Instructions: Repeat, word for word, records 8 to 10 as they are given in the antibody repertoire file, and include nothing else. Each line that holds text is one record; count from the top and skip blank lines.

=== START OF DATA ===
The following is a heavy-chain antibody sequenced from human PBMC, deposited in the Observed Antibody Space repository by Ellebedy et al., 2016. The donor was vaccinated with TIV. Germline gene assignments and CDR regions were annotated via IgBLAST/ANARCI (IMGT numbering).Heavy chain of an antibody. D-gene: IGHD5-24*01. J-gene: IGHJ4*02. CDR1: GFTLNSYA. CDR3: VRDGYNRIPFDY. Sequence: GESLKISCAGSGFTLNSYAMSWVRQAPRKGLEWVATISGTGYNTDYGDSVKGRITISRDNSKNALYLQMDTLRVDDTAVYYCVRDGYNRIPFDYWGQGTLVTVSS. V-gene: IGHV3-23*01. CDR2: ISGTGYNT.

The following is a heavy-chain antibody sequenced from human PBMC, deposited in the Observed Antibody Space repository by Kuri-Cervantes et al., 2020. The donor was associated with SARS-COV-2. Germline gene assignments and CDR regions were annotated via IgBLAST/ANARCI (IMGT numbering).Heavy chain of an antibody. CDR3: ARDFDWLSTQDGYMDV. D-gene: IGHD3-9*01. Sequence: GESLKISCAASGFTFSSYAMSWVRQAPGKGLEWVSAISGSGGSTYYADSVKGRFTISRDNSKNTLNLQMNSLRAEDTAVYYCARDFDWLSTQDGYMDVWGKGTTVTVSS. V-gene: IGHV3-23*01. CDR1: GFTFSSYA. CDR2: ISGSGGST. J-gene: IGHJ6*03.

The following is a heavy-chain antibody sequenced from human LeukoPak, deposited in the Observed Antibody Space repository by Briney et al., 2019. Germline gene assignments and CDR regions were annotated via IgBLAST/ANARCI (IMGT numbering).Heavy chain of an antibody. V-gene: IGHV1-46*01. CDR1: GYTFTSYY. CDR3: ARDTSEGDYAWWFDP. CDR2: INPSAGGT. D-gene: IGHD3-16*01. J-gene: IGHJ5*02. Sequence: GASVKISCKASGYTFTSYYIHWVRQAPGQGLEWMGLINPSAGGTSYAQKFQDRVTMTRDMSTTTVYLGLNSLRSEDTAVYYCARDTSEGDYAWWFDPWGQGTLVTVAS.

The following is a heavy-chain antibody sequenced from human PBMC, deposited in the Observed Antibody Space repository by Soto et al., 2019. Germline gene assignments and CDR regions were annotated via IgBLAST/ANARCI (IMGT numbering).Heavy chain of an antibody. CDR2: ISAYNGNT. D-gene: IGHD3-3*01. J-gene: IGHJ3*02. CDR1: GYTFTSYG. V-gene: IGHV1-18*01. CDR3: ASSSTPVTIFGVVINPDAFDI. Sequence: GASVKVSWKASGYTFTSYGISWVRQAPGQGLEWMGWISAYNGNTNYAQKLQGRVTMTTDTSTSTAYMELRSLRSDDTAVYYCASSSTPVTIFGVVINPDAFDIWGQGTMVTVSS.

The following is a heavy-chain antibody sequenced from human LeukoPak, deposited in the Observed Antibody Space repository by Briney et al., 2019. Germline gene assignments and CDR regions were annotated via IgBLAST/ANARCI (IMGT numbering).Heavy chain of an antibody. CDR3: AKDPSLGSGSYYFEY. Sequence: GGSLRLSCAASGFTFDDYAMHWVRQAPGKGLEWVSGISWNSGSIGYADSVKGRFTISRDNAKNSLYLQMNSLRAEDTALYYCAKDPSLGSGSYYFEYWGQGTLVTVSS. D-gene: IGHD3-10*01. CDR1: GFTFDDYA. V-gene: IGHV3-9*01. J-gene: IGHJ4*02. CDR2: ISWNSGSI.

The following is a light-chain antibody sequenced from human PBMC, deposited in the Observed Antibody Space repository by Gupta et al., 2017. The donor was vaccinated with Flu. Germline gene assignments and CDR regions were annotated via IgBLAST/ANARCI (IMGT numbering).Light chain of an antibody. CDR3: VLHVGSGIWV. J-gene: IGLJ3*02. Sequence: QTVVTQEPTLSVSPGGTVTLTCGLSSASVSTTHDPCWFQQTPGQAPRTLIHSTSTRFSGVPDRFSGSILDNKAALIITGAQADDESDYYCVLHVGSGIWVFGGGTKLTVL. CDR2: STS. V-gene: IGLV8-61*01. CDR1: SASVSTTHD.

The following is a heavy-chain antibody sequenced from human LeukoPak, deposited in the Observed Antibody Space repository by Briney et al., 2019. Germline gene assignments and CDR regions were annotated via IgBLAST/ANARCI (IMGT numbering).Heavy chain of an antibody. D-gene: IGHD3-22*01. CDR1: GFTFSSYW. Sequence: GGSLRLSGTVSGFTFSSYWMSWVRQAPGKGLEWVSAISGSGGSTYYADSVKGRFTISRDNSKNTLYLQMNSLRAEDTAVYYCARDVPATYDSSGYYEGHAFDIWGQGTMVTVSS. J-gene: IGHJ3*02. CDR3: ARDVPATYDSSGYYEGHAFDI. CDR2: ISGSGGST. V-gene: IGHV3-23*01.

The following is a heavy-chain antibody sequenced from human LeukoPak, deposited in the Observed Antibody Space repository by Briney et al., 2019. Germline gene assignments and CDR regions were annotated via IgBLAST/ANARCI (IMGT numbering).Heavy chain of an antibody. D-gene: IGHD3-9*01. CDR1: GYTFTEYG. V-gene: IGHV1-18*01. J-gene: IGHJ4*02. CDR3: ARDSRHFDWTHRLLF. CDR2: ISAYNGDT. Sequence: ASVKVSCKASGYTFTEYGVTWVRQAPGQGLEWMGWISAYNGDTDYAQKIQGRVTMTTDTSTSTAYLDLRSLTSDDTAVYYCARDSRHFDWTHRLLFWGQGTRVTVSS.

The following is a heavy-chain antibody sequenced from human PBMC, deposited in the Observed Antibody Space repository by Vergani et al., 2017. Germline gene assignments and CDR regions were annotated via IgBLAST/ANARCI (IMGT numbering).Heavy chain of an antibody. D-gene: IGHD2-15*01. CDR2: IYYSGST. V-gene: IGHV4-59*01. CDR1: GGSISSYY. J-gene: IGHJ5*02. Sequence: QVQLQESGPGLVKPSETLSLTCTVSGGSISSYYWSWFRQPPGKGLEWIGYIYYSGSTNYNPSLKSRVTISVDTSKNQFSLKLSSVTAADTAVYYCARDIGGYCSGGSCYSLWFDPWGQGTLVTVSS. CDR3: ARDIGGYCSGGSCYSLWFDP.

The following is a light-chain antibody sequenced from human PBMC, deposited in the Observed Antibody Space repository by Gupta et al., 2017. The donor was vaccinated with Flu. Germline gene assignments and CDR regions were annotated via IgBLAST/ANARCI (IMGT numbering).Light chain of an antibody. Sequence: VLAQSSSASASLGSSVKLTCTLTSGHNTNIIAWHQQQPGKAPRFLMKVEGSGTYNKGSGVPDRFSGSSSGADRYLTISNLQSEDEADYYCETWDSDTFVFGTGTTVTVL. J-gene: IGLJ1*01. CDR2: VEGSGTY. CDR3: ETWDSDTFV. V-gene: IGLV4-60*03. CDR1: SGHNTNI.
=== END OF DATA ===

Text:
The following is a heavy-chain antibody sequenced from human LeukoPak, deposited in the Observed Antibody Space repository by Briney et al., 2019. Germline gene assignments and CDR regions were annotated via IgBLAST/ANARCI (IMGT numbering).Heavy chain of an antibody. D-gene: IGHD3-9*01. CDR1: GYTFTEYG. V-gene: IGHV1-18*01. J-gene: IGHJ4*02. CDR3: ARDSRHFDWTHRLLF. CDR2: ISAYNGDT. Sequence: ASVKVSCKASGYTFTEYGVTWVRQAPGQGLEWMGWISAYNGDTDYAQKIQGRVTMTTDTSTSTAYLDLRSLTSDDTAVYYCARDSRHFDWTHRLLFWGQGTRVTVSS.

The following is a heavy-chain antibody sequenced from human PBMC, deposited in the Observed Antibody Space repository by Vergani et al., 2017. Germline gene assignments and CDR regions were annotated via IgBLAST/ANARCI (IMGT numbering).Heavy chain of an antibody. D-gene: IGHD2-15*01. CDR2: IYYSGST. V-gene: IGHV4-59*01. CDR1: GGSISSYY. J-gene: IGHJ5*02. Sequence: QVQLQESGPGLVKPSETLSLTCTVSGGSISSYYWSWFRQPPGKGLEWIGYIYYSGSTNYNPSLKSRVTISVDTSKNQFSLKLSSVTAADTAVYYCARDIGGYCSGGSCYSLWFDPWGQGTLVTVSS. CDR3: ARDIGGYCSGGSCYSLWFDP.

The following is a light-chain antibody sequenced from human PBMC, deposited in the Observed Antibody Space repository by Gupta et al., 2017. The donor was vaccinated with Flu. Germline gene assignments and CDR regions were annotated via IgBLAST/ANARCI (IMGT numbering).Light chain of an antibody. Sequence: VLAQSSSASASLGSSVKLTCTLTSGHNTNIIAWHQQQPGKAPRFLMKVEGSGTYNKGSGVPDRFSGSSSGADRYLTISNLQSEDEADYYCETWDSDTFVFGTGTTVTVL. J-gene: IGLJ1*01. CDR2: VEGSGTY. CDR3: ETWDSDTFV. V-gene: IGLV4-60*03. CDR1: SGHNTNI.